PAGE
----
The AECC Lab project headed by Dr. Cristina Mayor-Ruiz at IRB Barcelona will explore how to block this protein degradation pathway to attack cancer cells and thus increase the survival of cancer patients. Specifically, in collaboration with Dr. César Serrano at the Vall d'Hebron Institute of Oncology (VHIO), new therapeutic strategies for acute myeloid leukaemia (AML) and gastrointestinal stromal tumour (GIST) will be probed.

 

Eliminating chemotherapy-induced senescent cells – AECC Researcher, Dr. José Alberto López (€100,000)

Chemotherapy causes the appearance of senescent cells in the tumour and also in healthy tissues. These cells survive for long periods and contribute to cancer relapse after treatment.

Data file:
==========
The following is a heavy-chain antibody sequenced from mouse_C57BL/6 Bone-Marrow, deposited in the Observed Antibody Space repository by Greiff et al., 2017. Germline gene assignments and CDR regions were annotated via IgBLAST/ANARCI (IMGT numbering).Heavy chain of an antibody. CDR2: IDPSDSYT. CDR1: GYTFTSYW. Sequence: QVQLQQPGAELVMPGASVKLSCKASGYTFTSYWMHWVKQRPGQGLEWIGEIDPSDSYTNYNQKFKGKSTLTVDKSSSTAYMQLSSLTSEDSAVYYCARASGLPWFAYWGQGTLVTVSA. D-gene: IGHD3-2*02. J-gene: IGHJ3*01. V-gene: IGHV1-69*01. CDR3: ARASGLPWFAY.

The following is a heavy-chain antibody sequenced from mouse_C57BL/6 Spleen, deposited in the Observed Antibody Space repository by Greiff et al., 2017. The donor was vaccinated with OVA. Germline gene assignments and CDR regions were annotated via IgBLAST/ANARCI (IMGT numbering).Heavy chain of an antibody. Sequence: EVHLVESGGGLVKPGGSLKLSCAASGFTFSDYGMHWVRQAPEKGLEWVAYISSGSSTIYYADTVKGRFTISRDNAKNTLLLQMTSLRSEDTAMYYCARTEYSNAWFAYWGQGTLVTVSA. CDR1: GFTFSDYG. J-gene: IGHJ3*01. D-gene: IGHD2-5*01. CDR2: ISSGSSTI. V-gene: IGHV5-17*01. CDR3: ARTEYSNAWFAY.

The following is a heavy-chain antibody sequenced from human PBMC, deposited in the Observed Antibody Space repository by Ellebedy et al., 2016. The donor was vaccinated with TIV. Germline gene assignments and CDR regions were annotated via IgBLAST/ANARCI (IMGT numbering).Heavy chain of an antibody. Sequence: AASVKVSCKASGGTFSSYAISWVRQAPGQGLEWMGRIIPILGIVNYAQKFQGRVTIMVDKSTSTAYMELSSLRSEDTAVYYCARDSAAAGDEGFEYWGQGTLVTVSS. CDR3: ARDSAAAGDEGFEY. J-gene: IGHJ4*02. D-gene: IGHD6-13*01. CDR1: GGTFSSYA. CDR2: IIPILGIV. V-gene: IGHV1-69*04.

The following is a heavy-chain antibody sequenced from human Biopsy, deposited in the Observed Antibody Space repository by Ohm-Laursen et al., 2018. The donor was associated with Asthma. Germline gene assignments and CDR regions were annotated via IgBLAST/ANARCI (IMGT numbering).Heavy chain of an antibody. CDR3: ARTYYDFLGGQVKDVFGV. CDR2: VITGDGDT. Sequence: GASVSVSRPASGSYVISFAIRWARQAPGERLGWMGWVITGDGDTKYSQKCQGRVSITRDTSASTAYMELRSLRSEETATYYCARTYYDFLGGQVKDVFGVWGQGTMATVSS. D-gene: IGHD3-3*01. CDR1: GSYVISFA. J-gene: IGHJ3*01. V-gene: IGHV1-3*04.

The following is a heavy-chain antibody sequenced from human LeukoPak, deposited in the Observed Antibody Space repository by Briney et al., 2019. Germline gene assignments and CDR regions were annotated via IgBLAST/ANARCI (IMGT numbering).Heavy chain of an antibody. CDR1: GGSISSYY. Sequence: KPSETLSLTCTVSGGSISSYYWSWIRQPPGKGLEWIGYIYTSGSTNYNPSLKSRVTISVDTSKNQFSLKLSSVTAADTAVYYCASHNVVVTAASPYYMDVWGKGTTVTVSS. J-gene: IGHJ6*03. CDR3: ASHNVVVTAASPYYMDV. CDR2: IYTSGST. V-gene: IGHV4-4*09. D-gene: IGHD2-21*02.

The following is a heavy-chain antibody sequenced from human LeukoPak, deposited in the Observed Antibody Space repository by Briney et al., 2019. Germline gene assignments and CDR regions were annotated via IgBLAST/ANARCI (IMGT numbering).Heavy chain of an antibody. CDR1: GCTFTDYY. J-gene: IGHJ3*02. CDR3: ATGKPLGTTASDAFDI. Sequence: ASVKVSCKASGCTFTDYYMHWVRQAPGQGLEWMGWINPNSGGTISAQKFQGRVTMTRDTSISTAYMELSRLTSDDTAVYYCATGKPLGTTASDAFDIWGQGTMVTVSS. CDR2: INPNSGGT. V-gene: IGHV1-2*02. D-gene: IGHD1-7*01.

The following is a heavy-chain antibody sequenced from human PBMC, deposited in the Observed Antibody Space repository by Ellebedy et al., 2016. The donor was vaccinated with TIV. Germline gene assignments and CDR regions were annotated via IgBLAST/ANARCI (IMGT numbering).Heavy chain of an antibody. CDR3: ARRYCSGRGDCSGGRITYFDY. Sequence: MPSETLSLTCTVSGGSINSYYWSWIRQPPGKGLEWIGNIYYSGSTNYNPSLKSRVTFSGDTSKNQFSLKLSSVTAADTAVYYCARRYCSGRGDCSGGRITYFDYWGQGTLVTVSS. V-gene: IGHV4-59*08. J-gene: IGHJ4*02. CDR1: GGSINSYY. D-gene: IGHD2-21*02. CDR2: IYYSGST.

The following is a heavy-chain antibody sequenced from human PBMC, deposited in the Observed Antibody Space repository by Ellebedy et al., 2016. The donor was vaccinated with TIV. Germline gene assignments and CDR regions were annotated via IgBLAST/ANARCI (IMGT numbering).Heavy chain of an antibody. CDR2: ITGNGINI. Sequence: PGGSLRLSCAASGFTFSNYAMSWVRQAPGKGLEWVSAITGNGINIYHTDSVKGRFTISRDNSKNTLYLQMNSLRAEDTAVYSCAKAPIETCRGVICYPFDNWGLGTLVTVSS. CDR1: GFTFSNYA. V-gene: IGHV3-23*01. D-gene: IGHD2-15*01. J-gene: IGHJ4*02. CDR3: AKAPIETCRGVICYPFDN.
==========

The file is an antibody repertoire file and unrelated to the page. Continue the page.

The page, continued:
The AECC Researcher project, which will be developed by Dr. José Alberto López over 2 years in IRB Barcelona’s Cellular plasticity and Disease laboratory, headed by Dr. Manuel Serrano, aims to facilitate the removal of these senescent cells by the immune system. It will also explore ways to detect senescent cells in patients.

 

The male hormone receptor and its involvement in castration-resistant prostate cancer – AECC Postdoctoral Grant, Dr. Borja Mateos (€85,000)

The recurrence of prostate cancer after hormone treatment is fairly common. Most of these treatments target the androgen (male hormones) receptor and cancer cells. However , through the accumulation of mutations, cancer cells modify the structure of the receptor and prevent the binding of inhibitor drugs, thus bringing about resistance to treatment.